December 1, 2021

Face masks get a cultural makeover by Kurdish founder

Huda Hassan started a clothing brand during the COVID-19 pandemic, turning the Kurdish cultural identity into an international trend. With her brand, Jamana, she is building a supportive ecosystem between other Kurdish, women-led startups.

Wanting to bring cultural, Kurdish designs to modern daywear, 23-year-old Huda founded Jamanaa on Instagram in 2020. “We sell collection wear, branded with the Kurdish ‘Jamanaa’, which is a special headband worn by men with traditional Kurdish clothes”, she explains. “The Jamanaa comes in two colours: red and black. These colours make everyone from the region feel included.”

In 2019, Huda was part of SPARK’s Networks for Change programme, financed by the Dutch Ministry of Foreign Affairs, which encourages youth inclusion in social and political issues by providing an intensive 10-month campaign training that tackles radicalisation and polarisation in the Kurdish community. 

Huda uses her skills in digital campaigning, marketing, media, filmmaking and photography to elevate her company. “I am implementing successful campaigns that put my business on the map,” says Huda.

Huda (second from right) and her fellow campaigners during entrepreneurship training, Networks of Change programme © 2020, SPARK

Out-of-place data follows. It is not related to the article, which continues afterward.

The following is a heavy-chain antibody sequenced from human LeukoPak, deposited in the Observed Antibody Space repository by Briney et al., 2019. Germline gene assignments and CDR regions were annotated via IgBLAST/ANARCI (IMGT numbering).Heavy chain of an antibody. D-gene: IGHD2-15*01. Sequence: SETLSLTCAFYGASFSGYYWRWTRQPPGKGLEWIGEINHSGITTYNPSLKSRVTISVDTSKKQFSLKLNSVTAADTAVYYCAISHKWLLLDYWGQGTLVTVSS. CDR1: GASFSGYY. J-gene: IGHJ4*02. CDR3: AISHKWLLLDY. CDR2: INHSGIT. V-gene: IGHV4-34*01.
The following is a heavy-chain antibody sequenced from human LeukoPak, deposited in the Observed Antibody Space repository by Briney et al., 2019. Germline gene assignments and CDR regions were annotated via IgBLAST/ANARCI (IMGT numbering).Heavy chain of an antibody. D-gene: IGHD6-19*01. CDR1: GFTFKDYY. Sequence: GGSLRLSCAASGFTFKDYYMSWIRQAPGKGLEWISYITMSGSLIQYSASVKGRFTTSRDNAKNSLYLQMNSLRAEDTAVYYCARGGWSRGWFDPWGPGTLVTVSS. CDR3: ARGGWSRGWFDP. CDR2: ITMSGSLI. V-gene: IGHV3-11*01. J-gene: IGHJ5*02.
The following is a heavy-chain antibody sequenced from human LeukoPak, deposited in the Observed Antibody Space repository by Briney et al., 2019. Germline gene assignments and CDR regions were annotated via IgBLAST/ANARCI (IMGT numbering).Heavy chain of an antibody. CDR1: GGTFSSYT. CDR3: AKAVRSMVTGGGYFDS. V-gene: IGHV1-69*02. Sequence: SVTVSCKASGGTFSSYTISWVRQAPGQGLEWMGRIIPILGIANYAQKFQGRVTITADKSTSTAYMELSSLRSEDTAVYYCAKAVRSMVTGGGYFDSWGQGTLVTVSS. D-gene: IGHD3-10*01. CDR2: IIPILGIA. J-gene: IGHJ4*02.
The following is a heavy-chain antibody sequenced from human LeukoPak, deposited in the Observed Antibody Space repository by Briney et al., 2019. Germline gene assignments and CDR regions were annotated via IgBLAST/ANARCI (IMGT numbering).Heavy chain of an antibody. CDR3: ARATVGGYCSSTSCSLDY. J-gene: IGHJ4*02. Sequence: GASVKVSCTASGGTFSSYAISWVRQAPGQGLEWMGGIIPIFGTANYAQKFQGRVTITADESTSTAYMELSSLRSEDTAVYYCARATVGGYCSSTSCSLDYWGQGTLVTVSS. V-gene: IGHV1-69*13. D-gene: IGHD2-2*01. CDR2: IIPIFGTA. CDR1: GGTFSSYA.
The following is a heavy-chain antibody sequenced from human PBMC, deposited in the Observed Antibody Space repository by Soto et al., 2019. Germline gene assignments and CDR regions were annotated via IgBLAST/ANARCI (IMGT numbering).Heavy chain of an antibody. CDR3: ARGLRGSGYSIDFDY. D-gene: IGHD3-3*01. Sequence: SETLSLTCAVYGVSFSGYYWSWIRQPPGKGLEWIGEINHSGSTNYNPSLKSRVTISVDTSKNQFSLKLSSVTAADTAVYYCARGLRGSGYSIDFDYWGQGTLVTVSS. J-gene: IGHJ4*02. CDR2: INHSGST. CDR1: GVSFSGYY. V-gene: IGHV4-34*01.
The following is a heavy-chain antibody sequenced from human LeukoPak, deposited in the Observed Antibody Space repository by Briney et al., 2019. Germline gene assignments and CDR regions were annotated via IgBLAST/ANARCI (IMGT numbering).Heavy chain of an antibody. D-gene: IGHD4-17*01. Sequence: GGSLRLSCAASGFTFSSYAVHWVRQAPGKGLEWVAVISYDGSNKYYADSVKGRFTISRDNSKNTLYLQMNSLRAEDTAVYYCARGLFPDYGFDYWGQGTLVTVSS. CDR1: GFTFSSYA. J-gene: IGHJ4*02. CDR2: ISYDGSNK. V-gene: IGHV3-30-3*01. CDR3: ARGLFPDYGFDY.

During an event to support small local businesses in December 2020, the Governor of Sulaymaniyah purchased one of Huda’s designs. Now he, news reporters, local celebrities and even the Deputy Prime Minister are sporting Jamanaa clothing and accessories in front of the camera and on social media.

Dr. Haval Abubakir, Governor of Sulaymaniyah, purchasing Jamanaa waistcoat and mask © 2020, Jumanaa
Kurdish popstar and activist, Dashni Murad, wearing the Jamanaa mask © 2020, Jumanaa
TV presenter for K24 wearing the Jumanaa waitcoat

Huda is not all about sales however, she wants her brand to also be about community. Huda’s video campaign for International Women’s Day featured several successful women from different fields, all showing support to their fellow women in business.

Now, Huda plans to expand her business with a new line of products as part of her community strategy. Ultimately, she wants to hire and involve more young people. Huda says the Networks of Change programme opened her to new ideas and opportunities.

“SPARK was one of the supportive communities that, besides teaching me new skills, inspired me to take the initiative to influence others, create more job opportunities and contribute to the socio-economic status of our community,” says Huda.